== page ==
I don’t think its possible to say what the role of the writer ‘should be’ but for me it is about exploring the edges of the lived experience in ways that are inaccessible through other mediums or approaches.
The thing that separates writing from other forms of expression such as music, dance, film etc for me is the essential inscrutability of the written word. We learn this bizarre process whereby we encode and decode hieroglyphs on a page and from this somehow this hallucinatory mental space opens up.
As a writer I think the challenge is to try to capture that luminous quality that great literature allows us to experience.
8 - Do you find the process of working with an outside editor difficult or essential (or both)?
For the most part Ive had great experiences working with editors and I think the process can really add to the finished work but it very much depends on the editor.
9 - What is the best piece of advice you've heard (not necessarily given to you directly)?
You can always give up
10 - How easy has it been for you to move between genres (short stories to screenplays to the novel)? What do you see as the appeal?
Very easy. I think I would struggle if someone said I had to be confined to one genre as the boundaries can be so arbitrary.
11 - What kind of writing routine do you tend to keep, or do you even have one? How does a typical day (for you) begin?
I think this is something that writers can fixate on too much. Certainly when I was starting out I put a lot of emphasis on trying to understand what kind of routine other writers kept and to follow something similar. In reality Im not sure it is too productive to know other writers routine any more than to know what they ate for lunch.
12 - When your writing gets stalled, where do you turn or return for (for lack of a better word) inspiration?
I normally go for a walk.
13 - What fragrance reminds you of home?
Cant think of one in particular.
14 - David W. McFadden once said that books come from books, but are there any other forms that influence your work, whether nature, music, science or visual art?
I think books come from books in the sense that the raw materials of literature are shaped by what has come before. The way we use language, the way we structure stories, the way we understand a sentence all depend on the books we have read. But what we write about is absolutely influenced by all these forms and more. I think there are a lot of parallels between natural language and mathematics in the way we use these to describe the world around us. Both have an abstract, theoretical quality that academics can discuss between themselves but the real reason they are so wide spread is because they give us insight at a deep level at how we understand the world around us.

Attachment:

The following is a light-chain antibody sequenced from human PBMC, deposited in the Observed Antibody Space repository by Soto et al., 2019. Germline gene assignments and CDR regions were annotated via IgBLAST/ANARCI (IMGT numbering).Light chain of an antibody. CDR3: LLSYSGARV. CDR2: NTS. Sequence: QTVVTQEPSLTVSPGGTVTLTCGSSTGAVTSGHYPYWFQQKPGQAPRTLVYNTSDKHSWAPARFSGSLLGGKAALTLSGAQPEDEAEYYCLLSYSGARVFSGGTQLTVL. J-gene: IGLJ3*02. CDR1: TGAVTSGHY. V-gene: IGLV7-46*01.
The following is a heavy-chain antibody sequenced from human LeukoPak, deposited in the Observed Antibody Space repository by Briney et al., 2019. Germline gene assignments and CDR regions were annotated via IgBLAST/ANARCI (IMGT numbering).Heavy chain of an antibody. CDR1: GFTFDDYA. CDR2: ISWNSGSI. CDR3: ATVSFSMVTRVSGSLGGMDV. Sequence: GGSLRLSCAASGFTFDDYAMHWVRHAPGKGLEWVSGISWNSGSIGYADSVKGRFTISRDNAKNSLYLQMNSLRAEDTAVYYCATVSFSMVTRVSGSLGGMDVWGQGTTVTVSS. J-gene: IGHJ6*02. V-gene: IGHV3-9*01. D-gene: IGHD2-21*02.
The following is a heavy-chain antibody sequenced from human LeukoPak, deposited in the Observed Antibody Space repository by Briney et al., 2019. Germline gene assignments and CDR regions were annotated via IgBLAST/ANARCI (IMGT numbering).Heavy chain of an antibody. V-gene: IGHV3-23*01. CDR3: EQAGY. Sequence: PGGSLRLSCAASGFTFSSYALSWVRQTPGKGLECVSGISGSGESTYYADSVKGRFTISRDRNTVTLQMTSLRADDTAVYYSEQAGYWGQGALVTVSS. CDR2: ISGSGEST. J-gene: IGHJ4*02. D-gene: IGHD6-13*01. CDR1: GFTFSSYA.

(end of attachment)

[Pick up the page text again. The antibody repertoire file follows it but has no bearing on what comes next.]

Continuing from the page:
15 - What other writers or writings are important for your work, or simply your life outside of your work?
Too many to list.
16 - What would you like to do that you haven't yet done?
Write a bucket list.
17 - If you could pick any other occupation to attempt, what would it be? Or, alternately, what do you think you would have ended up doing had you not been a writer?
18 - What made you write, as opposed to doing something else?
I’ve always written things down and I guess the number of words has just grown and grown.
19 - What was the last great book you read? What was the last great film?
I enjoyed Satin Island by Tom McCarthy recently and The Third Reich by Roberto Bolaño
20 - What are you currently working on?
Its under wraps
12 or 20 (second series) questions;
Thursday, November 03, 2016
12 or 20 (second series) questions with Lochlan Bloom
Posted by rob mclennan at 8:31 AM
Labels: 12 or 20 questions, Lachlan Bloom